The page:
So what will that particular storyline be this year? In reality, what we know is that Mary (Michelle Dockery) is going to have a new love interest, there are interesting developments ahead for Edith (Laura Carmichael), and that we are also set to meet the first black character in the cast. However, would you prefer there to be a storyline that is much more of a Shakespearean tragedy, we have something just from you from earlier in the day.
If you head on over to the New Yorker, you can see a biting new piece of satire by John Kenney that takes a pretty horrifying look at what the season premiere could really be: a sequence of characters dying, and of no one at the Abbey really getting all that upset about it. From the standpoint of hyperbole, it’s pretty funny; we all know that death seemed to play a surprisingly large role in the season 3 storyline, but it was due more to the demands of the actors than any sort of perverse pleasure that executive producer Julian Fellowes received out of trying to kill some of these characters off.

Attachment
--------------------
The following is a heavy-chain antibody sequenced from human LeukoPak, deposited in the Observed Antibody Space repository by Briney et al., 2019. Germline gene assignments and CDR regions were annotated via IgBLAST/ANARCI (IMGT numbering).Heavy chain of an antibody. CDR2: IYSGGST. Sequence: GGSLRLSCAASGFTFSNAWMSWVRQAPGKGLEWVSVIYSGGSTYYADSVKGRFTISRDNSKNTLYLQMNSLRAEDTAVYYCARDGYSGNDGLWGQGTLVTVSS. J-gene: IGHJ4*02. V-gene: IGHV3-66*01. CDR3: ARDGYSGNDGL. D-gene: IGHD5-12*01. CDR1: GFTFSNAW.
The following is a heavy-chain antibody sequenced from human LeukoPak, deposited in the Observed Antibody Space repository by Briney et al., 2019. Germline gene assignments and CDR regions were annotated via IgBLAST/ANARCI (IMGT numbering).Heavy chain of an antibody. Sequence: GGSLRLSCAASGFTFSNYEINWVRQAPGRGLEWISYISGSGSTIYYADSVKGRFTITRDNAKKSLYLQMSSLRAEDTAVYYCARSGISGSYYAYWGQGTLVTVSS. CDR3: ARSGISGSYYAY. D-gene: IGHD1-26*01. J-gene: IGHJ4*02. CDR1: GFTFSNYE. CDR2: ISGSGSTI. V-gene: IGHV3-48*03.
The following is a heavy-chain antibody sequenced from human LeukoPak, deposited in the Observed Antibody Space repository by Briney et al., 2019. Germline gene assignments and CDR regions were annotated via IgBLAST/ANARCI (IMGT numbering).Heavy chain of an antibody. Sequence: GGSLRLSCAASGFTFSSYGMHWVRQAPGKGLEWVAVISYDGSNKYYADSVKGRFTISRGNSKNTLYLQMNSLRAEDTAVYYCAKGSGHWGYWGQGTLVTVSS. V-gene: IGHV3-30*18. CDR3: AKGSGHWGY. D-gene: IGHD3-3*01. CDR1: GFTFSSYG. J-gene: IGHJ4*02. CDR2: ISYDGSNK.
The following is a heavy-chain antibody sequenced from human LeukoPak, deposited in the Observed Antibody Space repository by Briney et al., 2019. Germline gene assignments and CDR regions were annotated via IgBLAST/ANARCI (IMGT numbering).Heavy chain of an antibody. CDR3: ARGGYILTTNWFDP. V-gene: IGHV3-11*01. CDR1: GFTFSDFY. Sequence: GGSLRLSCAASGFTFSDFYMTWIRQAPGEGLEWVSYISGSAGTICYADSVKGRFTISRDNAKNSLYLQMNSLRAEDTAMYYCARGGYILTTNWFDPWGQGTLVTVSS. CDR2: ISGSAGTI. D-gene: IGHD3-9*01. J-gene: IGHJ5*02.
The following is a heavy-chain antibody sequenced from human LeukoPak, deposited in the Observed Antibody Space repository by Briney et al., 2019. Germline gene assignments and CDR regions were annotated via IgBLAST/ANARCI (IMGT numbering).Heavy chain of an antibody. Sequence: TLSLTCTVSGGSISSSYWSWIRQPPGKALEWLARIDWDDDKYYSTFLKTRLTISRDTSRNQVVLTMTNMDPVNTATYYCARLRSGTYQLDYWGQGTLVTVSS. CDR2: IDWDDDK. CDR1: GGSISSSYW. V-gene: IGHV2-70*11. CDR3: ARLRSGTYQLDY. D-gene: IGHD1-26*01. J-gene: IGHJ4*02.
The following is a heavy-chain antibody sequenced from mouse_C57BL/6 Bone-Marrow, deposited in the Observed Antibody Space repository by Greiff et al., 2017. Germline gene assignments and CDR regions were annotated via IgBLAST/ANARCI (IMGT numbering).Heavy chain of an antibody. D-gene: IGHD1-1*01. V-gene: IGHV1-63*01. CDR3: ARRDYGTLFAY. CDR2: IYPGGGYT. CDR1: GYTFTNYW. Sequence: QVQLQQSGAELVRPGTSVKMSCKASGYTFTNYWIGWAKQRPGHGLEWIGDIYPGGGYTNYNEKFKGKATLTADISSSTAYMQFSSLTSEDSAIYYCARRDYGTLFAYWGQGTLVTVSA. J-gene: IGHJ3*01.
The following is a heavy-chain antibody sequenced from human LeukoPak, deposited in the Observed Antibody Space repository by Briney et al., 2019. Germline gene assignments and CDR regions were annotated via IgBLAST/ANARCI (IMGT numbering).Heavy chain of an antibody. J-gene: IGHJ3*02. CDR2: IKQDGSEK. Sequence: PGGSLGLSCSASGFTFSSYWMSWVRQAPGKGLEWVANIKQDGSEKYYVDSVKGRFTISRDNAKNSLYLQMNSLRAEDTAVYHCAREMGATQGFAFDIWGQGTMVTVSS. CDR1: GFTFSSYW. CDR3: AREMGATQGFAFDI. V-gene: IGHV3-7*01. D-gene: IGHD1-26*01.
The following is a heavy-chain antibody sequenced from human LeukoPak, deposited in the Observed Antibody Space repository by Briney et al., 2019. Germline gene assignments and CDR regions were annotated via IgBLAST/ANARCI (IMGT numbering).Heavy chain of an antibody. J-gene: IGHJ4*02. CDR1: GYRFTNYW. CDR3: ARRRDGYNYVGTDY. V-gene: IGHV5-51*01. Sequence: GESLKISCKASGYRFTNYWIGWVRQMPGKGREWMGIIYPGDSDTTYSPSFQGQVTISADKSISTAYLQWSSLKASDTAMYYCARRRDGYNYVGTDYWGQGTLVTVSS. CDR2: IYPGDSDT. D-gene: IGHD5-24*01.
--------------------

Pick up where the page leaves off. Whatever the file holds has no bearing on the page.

On the flip side, we do think that the piece is a little unfair to the notion that these characters are unsympathetic towards death. The time jump is a frequently-used device in the series, and we have not yet had a chance to see how Mary and the others are going to even react to Matthew’s passing. There will be a jump of months between the Christmas special and the season 4 premiere, largely so that Mary and the other characters will have an opportunity to be in a somewhat different place that is not solely one of mourning.
Do you want to see what Laura Carmichael and Allen Leech have to say about what is coming up for season 4? If so, all you have to do is visit the story over here.